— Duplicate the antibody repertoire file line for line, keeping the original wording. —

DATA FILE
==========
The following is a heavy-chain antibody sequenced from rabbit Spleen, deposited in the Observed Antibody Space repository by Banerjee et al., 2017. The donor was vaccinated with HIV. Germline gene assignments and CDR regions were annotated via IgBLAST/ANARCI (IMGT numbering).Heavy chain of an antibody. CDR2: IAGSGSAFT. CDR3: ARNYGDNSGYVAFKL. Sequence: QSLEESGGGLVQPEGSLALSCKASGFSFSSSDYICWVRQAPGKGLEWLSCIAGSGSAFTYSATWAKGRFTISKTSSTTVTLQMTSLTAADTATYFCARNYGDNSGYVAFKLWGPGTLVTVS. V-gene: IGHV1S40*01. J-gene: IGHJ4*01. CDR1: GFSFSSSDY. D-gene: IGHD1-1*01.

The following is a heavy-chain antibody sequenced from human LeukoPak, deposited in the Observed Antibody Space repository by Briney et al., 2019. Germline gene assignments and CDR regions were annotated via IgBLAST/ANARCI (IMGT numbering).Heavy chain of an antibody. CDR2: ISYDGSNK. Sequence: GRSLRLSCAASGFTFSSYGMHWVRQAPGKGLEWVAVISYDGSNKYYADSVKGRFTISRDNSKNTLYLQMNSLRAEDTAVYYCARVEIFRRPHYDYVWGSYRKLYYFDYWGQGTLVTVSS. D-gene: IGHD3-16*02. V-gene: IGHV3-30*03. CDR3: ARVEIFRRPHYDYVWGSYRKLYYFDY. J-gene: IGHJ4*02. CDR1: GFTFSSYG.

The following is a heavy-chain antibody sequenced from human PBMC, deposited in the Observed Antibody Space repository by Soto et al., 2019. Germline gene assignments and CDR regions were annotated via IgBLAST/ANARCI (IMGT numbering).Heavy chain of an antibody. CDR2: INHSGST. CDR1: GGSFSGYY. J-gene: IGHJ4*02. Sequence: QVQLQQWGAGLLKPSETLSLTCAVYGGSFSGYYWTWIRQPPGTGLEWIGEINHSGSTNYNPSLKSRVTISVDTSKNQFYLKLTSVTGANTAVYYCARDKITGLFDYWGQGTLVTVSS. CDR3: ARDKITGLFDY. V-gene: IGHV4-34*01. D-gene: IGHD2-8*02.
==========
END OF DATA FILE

The following is a heavy-chain antibody sequenced from rabbit Spleen, deposited in the Observed Antibody Space repository by Banerjee et al., 2017. The donor was vaccinated with HIV. Germline gene assignments and CDR regions were annotated via IgBLAST/ANARCI (IMGT numbering).Heavy chain of an antibody. CDR2: IAGSGSAFT. CDR3: ARNYGDNSGYVAFKL. Sequence: QSLEESGGGLVQPEGSLALSCKASGFSFSSSDYICWVRQAPGKGLEWLSCIAGSGSAFTYSATWAKGRFTISKTSSTTVTLQMTSLTAADTATYFCARNYGDNSGYVAFKLWGPGTLVTVS. V-gene: IGHV1S40*01. J-gene: IGHJ4*01. CDR1: GFSFSSSDY. D-gene: IGHD1-1*01.

The following is a heavy-chain antibody sequenced from human LeukoPak, deposited in the Observed Antibody Space repository by Briney et al., 2019. Germline gene assignments and CDR regions were annotated via IgBLAST/ANARCI (IMGT numbering).Heavy chain of an antibody. CDR2: ISYDGSNK. Sequence: GRSLRLSCAASGFTFSSYGMHWVRQAPGKGLEWVAVISYDGSNKYYADSVKGRFTISRDNSKNTLYLQMNSLRAEDTAVYYCARVEIFRRPHYDYVWGSYRKLYYFDYWGQGTLVTVSS. D-gene: IGHD3-16*02. V-gene: IGHV3-30*03. CDR3: ARVEIFRRPHYDYVWGSYRKLYYFDY. J-gene: IGHJ4*02. CDR1: GFTFSSYG.

The following is a heavy-chain antibody sequenced from human PBMC, deposited in the Observed Antibody Space repository by Soto et al., 2019. Germline gene assignments and CDR regions were annotated via IgBLAST/ANARCI (IMGT numbering).Heavy chain of an antibody. CDR2: INHSGST. CDR1: GGSFSGYY. J-gene: IGHJ4*02. Sequence: QVQLQQWGAGLLKPSETLSLTCAVYGGSFSGYYWTWIRQPPGTGLEWIGEINHSGSTNYNPSLKSRVTISVDTSKNQFYLKLTSVTGANTAVYYCARDKITGLFDYWGQGTLVTVSS. CDR3: ARDKITGLFDY. V-gene: IGHV4-34*01. D-gene: IGHD2-8*02.